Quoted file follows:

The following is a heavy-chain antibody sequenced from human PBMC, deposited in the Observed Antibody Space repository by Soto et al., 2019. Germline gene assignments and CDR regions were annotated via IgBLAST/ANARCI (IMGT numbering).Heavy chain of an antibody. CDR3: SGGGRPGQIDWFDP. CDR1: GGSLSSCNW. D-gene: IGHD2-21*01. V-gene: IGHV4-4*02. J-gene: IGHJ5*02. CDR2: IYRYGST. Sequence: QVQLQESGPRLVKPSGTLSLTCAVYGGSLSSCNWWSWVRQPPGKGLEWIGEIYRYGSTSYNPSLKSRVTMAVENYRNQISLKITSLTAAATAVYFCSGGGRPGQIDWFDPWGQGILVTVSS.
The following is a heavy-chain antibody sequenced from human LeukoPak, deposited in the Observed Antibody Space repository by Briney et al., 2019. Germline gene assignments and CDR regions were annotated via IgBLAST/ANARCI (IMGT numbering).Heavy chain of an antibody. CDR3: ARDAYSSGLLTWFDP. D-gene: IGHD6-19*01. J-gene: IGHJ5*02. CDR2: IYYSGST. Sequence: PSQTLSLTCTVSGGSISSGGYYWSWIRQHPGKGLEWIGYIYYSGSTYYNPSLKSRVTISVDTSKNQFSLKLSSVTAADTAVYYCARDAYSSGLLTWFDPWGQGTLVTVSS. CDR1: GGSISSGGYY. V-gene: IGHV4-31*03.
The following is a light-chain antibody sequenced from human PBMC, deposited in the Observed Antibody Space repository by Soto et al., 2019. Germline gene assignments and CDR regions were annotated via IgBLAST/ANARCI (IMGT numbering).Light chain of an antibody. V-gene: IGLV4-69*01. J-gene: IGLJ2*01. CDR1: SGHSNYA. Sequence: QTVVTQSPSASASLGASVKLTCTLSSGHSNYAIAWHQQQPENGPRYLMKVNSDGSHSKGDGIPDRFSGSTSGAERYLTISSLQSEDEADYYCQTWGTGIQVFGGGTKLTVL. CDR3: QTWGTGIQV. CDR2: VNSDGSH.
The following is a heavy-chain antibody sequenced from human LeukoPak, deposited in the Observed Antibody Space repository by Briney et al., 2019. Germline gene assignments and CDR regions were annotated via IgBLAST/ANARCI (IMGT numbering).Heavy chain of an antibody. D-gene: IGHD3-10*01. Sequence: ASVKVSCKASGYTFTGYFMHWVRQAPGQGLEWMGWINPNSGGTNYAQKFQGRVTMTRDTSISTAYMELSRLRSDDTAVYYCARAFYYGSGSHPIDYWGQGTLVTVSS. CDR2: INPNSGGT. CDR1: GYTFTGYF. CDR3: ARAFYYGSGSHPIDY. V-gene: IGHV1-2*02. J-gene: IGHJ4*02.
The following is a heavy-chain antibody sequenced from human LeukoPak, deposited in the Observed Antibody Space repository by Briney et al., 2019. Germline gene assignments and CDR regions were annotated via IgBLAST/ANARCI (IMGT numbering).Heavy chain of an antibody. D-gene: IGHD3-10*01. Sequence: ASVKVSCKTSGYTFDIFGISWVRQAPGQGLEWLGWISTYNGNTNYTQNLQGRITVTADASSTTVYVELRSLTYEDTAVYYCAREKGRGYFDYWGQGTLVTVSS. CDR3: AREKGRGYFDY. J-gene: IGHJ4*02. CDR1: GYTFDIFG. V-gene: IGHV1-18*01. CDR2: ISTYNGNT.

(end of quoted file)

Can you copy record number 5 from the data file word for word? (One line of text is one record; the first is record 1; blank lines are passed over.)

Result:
The following is a heavy-chain antibody sequenced from human LeukoPak, deposited in the Observed Antibody Space repository by Briney et al., 2019. Germline gene assignments and CDR regions were annotated via IgBLAST/ANARCI (IMGT numbering).Heavy chain of an antibody. D-gene: IGHD3-10*01. Sequence: ASVKVSCKTSGYTFDIFGISWVRQAPGQGLEWLGWISTYNGNTNYTQNLQGRITVTADASSTTVYVELRSLTYEDTAVYYCAREKGRGYFDYWGQGTLVTVSS. CDR3: AREKGRGYFDY. J-gene: IGHJ4*02. CDR1: GYTFDIFG. V-gene: IGHV1-18*01. CDR2: ISTYNGNT.